A hotel front office manager has many responsibilities in the hotel where he or she works. He or she is tasked with making sure that the front office, the place where guests first come into contact with hotel staff, runs smoothly and efficiently. His or her primary job is to oversee the front office and train the employees who work in this area of the hotel. The front office manager must also act as a means of communication between the general manager and other employees. Finally, he or she is responsible for staff scheduling.
Just below the general manager and assistant general manager, the hotel front office manager is responsible for the front office, also known as the front desk. It is in this part of the hotel that guests check in and check out. Most hotels also have concierge services in the front office to assist guests with a range of issues. As the front office is the area of the hotel where guests form their first and last impressions of the hotel, a hotel front office manager must work hard to create a pleasant experience for guests so they will return.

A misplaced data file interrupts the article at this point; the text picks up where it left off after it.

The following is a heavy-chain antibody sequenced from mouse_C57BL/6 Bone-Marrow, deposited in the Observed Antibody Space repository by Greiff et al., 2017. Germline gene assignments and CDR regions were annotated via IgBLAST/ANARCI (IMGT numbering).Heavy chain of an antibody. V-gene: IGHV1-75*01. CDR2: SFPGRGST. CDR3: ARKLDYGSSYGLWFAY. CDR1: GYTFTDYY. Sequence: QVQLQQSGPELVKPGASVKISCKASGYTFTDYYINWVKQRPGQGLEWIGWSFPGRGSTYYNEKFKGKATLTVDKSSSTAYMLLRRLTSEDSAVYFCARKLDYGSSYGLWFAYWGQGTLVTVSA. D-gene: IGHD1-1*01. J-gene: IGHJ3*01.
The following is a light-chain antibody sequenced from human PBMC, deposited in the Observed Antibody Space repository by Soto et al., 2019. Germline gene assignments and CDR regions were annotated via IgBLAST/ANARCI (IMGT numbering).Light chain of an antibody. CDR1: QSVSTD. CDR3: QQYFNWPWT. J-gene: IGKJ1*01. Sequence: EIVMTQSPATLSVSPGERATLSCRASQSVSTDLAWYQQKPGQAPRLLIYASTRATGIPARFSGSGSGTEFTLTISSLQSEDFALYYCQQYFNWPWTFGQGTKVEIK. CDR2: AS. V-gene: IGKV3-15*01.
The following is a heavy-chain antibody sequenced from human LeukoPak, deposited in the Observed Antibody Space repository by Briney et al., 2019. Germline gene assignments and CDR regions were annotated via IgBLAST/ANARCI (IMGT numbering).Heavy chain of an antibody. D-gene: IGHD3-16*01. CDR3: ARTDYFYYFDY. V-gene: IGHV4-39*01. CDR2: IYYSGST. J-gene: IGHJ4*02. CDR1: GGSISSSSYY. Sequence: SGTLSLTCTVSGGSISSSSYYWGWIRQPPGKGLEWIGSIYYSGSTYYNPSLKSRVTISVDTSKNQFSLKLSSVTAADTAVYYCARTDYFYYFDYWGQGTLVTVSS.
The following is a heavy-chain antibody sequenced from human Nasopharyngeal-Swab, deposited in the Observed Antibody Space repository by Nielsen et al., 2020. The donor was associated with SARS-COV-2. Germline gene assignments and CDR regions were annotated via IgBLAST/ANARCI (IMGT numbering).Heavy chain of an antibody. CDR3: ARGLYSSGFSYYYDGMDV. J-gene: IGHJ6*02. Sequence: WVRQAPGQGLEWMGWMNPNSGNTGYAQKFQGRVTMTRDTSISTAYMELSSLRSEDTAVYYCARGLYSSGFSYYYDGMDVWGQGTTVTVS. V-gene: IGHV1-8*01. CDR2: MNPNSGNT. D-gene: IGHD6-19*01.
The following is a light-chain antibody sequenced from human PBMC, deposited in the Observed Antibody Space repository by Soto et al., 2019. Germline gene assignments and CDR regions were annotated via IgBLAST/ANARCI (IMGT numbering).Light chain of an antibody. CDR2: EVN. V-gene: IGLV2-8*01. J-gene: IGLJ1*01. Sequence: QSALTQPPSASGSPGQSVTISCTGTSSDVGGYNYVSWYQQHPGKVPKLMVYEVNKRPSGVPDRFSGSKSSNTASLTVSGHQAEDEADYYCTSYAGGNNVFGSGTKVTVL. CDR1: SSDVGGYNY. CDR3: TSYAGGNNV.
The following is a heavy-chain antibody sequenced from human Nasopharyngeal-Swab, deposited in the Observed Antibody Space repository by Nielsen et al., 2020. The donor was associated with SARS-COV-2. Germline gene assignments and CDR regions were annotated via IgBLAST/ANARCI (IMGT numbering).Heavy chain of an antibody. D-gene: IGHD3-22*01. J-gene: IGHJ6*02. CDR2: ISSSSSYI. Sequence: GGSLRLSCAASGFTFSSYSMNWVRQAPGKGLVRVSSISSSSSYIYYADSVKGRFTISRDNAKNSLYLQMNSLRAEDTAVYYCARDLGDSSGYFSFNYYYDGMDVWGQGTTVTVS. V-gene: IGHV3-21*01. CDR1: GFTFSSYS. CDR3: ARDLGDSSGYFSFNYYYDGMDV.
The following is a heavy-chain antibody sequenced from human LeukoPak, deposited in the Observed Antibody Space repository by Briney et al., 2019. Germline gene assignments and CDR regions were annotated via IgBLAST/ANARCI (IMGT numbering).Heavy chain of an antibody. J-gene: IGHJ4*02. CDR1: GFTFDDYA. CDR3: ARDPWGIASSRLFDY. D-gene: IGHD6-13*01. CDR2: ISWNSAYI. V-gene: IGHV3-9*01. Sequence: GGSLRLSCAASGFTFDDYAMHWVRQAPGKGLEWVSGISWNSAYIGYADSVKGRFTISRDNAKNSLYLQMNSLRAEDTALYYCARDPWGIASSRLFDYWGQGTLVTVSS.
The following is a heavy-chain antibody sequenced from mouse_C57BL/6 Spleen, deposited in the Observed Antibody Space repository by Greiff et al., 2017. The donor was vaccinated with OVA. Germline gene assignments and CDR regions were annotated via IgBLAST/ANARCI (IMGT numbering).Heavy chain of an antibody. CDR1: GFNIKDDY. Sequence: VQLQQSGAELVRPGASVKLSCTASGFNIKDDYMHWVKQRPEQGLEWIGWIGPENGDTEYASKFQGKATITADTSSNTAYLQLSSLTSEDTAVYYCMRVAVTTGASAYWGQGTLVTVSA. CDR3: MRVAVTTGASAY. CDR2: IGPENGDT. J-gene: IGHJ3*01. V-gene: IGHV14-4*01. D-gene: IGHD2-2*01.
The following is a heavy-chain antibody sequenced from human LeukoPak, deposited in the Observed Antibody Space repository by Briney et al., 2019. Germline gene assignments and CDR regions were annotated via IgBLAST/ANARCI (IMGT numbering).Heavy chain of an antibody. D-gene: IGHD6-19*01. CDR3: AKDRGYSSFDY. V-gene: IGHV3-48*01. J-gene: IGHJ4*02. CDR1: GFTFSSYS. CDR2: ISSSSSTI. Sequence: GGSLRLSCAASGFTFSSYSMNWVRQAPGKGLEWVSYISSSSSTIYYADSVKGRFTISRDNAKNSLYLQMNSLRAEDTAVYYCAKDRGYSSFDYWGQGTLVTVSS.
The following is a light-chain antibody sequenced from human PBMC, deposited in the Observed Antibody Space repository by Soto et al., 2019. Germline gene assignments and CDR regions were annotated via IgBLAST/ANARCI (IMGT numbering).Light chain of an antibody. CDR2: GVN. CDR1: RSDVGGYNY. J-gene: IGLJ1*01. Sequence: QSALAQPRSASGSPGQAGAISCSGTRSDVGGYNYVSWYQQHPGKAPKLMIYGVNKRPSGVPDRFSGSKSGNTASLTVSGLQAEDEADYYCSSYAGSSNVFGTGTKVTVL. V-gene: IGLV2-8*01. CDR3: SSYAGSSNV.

One of the specific job duties of a hotel front office manager is to train employees who work in the front office. These other hotel workers are the concierges, guests service agents, night auditors, security officers and bellmen. Though a senior guest service agent may teach a new employee some of the technical aspects of the job, for example, the front office manager is responsible for teaching the skills necessary to provide excellent customer service. Along with training employees individually, he or she must be available to resolve any disputes.
The front office manager is a liaison between the general manager and front office employees. He or she informs front office employees about changes in hotel policy. This person also reports to the general manager about issues ranging from employee performance to guest satisfaction.
A hotel front office manager also arranges staff scheduling. This includes taking into account employees' requests for vacation or specific days off. An experienced manager can usually work out a schedule that meets his or her employees' requests, but denying a request is sometimes unavoidable. Though a manager creates his or her schedule along with that of the other front office employees, the importance of the job usually means that he or she is on call at all times if some issue should arise.